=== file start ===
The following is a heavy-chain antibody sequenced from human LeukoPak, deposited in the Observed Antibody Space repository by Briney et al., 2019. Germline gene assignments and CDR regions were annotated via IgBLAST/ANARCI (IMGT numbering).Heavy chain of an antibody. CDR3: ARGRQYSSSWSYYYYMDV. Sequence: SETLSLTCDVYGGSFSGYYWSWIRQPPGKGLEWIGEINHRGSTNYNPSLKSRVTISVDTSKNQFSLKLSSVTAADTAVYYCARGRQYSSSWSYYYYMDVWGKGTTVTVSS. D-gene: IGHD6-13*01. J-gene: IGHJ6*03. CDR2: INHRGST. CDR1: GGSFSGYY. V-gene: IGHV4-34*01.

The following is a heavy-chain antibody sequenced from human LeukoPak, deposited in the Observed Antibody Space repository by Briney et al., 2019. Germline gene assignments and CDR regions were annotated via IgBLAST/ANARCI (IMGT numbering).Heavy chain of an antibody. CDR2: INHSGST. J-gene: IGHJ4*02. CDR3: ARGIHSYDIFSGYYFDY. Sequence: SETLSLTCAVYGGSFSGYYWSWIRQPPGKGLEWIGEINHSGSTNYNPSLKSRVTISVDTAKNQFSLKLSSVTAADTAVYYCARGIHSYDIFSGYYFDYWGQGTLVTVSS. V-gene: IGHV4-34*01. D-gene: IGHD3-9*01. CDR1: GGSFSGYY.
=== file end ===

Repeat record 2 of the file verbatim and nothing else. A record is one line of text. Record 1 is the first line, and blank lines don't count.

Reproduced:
The following is a heavy-chain antibody sequenced from human LeukoPak, deposited in the Observed Antibody Space repository by Briney et al., 2019. Germline gene assignments and CDR regions were annotated via IgBLAST/ANARCI (IMGT numbering).Heavy chain of an antibody. CDR2: INHSGST. J-gene: IGHJ4*02. CDR3: ARGIHSYDIFSGYYFDY. Sequence: SETLSLTCAVYGGSFSGYYWSWIRQPPGKGLEWIGEINHSGSTNYNPSLKSRVTISVDTAKNQFSLKLSSVTAADTAVYYCARGIHSYDIFSGYYFDYWGQGTLVTVSS. V-gene: IGHV4-34*01. D-gene: IGHD3-9*01. CDR1: GGSFSGYY.